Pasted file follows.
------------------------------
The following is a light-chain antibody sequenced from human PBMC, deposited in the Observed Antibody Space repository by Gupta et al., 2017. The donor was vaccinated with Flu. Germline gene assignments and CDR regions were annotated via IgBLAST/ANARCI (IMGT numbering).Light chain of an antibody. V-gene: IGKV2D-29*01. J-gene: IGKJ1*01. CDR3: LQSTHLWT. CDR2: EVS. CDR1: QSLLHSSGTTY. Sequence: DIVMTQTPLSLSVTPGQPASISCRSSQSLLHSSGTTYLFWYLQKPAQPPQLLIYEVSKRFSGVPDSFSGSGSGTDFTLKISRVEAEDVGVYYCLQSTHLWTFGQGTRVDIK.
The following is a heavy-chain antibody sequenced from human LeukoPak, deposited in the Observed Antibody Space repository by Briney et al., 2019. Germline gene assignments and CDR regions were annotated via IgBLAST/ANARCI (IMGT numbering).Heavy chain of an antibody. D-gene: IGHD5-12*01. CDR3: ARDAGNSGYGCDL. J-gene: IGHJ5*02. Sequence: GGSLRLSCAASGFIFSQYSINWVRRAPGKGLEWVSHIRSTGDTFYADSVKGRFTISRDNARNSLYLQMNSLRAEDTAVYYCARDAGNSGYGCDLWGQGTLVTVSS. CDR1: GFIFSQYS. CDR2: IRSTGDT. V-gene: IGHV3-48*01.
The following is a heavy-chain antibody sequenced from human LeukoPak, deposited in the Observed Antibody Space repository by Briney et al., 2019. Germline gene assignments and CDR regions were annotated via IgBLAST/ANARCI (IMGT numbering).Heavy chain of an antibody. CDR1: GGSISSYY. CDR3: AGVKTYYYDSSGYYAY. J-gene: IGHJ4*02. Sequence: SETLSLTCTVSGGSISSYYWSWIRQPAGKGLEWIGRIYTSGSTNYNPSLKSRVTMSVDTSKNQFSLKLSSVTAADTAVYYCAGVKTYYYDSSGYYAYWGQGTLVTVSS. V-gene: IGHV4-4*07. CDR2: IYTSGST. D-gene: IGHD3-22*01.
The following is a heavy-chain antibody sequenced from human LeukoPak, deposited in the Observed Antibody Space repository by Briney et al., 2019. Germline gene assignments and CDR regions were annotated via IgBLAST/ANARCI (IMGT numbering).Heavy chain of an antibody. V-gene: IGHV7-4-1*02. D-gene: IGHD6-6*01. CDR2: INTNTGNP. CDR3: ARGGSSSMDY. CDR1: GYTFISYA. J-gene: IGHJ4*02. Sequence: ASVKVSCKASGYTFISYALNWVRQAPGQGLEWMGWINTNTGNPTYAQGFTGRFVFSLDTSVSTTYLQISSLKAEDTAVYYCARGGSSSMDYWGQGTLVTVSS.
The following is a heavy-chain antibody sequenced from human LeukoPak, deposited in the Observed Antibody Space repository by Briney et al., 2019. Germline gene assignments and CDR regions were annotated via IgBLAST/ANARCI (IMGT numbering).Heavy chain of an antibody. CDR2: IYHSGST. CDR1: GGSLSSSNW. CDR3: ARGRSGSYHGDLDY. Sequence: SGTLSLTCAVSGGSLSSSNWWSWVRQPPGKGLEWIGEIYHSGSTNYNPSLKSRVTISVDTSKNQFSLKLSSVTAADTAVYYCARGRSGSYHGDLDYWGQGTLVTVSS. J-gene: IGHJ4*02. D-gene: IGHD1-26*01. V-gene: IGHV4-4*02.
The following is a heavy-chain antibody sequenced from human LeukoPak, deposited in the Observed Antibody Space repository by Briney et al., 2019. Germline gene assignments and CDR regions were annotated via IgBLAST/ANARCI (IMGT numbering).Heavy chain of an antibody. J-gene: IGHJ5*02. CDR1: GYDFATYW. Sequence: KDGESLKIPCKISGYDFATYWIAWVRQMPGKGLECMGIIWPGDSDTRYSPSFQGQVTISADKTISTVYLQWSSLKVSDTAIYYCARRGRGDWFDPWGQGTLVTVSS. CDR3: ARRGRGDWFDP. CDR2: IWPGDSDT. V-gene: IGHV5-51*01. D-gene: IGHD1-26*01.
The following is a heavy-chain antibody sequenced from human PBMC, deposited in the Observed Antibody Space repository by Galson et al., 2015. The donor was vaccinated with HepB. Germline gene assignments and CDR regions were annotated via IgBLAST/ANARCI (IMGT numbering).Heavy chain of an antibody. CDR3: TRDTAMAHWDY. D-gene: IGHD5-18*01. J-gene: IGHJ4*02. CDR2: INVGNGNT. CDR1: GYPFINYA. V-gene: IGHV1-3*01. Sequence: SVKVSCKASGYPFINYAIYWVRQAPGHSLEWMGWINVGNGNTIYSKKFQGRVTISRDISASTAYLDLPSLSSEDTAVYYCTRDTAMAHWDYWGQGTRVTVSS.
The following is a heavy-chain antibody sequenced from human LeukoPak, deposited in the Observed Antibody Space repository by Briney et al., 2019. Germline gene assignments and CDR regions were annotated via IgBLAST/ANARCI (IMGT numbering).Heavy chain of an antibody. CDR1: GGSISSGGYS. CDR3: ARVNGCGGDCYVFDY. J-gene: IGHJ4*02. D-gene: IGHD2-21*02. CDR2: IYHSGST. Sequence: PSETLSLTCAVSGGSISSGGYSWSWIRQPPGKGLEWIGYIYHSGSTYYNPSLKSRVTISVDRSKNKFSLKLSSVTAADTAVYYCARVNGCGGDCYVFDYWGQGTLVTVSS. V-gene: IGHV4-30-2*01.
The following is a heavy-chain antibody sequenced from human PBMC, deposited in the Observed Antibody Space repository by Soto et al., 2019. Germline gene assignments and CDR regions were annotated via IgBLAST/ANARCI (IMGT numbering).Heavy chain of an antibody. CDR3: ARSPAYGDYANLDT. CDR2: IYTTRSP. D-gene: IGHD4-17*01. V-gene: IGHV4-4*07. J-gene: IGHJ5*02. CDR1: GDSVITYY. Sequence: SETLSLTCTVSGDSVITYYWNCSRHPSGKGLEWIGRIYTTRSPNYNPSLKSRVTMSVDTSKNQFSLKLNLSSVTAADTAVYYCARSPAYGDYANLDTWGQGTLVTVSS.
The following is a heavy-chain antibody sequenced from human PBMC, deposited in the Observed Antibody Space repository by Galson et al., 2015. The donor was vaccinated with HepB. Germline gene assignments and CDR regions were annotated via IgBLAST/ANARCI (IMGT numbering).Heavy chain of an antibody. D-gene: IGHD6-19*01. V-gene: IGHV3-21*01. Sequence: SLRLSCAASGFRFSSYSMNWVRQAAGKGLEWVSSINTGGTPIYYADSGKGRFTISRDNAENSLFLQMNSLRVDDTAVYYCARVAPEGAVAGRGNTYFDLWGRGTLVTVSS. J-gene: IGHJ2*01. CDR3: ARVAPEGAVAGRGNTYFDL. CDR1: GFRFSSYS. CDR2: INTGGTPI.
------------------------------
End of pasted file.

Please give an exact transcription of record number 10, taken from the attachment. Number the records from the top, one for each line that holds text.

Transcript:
The following is a heavy-chain antibody sequenced from human PBMC, deposited in the Observed Antibody Space repository by Galson et al., 2015. The donor was vaccinated with HepB. Germline gene assignments and CDR regions were annotated via IgBLAST/ANARCI (IMGT numbering).Heavy chain of an antibody. D-gene: IGHD6-19*01. V-gene: IGHV3-21*01. Sequence: SLRLSCAASGFRFSSYSMNWVRQAAGKGLEWVSSINTGGTPIYYADSGKGRFTISRDNAENSLFLQMNSLRVDDTAVYYCARVAPEGAVAGRGNTYFDLWGRGTLVTVSS. J-gene: IGHJ2*01. CDR3: ARVAPEGAVAGRGNTYFDL. CDR1: GFRFSSYS. CDR2: INTGGTPI.